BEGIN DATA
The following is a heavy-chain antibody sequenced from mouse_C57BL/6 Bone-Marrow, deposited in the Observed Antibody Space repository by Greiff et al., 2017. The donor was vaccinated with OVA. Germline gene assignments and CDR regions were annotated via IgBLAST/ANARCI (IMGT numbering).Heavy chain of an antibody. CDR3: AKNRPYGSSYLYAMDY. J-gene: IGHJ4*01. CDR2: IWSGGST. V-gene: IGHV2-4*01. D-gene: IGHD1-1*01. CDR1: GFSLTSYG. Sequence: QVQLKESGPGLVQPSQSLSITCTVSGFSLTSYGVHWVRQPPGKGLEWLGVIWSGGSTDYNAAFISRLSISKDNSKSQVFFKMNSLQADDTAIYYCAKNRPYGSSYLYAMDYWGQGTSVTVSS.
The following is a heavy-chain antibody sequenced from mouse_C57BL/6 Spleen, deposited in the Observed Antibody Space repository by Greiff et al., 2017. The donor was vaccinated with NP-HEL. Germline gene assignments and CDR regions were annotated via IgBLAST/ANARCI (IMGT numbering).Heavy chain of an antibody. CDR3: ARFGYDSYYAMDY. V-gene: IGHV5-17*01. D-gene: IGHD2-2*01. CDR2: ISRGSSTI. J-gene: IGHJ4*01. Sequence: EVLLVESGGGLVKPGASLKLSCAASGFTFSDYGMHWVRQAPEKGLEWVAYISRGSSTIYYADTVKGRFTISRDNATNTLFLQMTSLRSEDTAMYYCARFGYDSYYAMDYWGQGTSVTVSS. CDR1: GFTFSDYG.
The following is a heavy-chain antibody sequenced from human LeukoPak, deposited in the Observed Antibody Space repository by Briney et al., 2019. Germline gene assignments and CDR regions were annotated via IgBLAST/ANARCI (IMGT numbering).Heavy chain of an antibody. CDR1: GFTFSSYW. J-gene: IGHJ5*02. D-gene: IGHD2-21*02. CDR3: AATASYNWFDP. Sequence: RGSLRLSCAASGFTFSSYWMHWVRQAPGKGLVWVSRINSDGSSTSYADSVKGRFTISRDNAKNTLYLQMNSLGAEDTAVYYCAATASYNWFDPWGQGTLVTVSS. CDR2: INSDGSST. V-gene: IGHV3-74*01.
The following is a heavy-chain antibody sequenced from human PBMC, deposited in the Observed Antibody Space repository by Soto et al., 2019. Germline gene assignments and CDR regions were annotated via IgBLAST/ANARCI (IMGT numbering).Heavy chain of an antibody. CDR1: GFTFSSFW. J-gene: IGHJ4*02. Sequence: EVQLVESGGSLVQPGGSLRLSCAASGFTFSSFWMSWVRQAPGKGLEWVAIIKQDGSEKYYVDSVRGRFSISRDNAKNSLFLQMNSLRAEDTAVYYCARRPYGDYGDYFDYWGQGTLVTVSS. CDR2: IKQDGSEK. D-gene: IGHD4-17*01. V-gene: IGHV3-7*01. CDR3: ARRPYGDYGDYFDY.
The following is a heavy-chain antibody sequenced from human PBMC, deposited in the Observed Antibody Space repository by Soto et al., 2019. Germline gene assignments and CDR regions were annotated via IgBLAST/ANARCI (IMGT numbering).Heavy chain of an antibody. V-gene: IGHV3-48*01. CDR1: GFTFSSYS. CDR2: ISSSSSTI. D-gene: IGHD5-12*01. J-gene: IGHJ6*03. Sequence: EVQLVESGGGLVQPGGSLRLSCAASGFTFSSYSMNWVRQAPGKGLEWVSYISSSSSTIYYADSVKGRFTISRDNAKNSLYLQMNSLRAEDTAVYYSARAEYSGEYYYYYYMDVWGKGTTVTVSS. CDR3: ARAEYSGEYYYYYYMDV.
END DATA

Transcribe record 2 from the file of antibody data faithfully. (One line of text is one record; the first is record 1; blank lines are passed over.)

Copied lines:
The following is a heavy-chain antibody sequenced from mouse_C57BL/6 Spleen, deposited in the Observed Antibody Space repository by Greiff et al., 2017. The donor was vaccinated with NP-HEL. Germline gene assignments and CDR regions were annotated via IgBLAST/ANARCI (IMGT numbering).Heavy chain of an antibody. CDR3: ARFGYDSYYAMDY. V-gene: IGHV5-17*01. D-gene: IGHD2-2*01. CDR2: ISRGSSTI. J-gene: IGHJ4*01. Sequence: EVLLVESGGGLVKPGASLKLSCAASGFTFSDYGMHWVRQAPEKGLEWVAYISRGSSTIYYADTVKGRFTISRDNATNTLFLQMTSLRSEDTAMYYCARFGYDSYYAMDYWGQGTSVTVSS. CDR1: GFTFSDYG.